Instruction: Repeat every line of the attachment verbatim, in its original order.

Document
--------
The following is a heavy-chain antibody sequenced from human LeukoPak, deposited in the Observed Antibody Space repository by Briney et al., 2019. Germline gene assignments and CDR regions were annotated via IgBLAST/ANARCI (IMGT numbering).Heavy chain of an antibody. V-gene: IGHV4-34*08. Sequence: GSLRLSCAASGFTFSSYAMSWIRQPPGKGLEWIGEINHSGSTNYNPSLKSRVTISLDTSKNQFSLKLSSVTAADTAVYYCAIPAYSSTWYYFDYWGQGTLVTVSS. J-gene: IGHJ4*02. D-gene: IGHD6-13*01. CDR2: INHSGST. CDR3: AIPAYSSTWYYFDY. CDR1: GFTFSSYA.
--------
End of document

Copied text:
The following is a heavy-chain antibody sequenced from human LeukoPak, deposited in the Observed Antibody Space repository by Briney et al., 2019. Germline gene assignments and CDR regions were annotated via IgBLAST/ANARCI (IMGT numbering).Heavy chain of an antibody. V-gene: IGHV4-34*08. Sequence: GSLRLSCAASGFTFSSYAMSWIRQPPGKGLEWIGEINHSGSTNYNPSLKSRVTISLDTSKNQFSLKLSSVTAADTAVYYCAIPAYSSTWYYFDYWGQGTLVTVSS. J-gene: IGHJ4*02. D-gene: IGHD6-13*01. CDR2: INHSGST. CDR3: AIPAYSSTWYYFDY. CDR1: GFTFSSYA.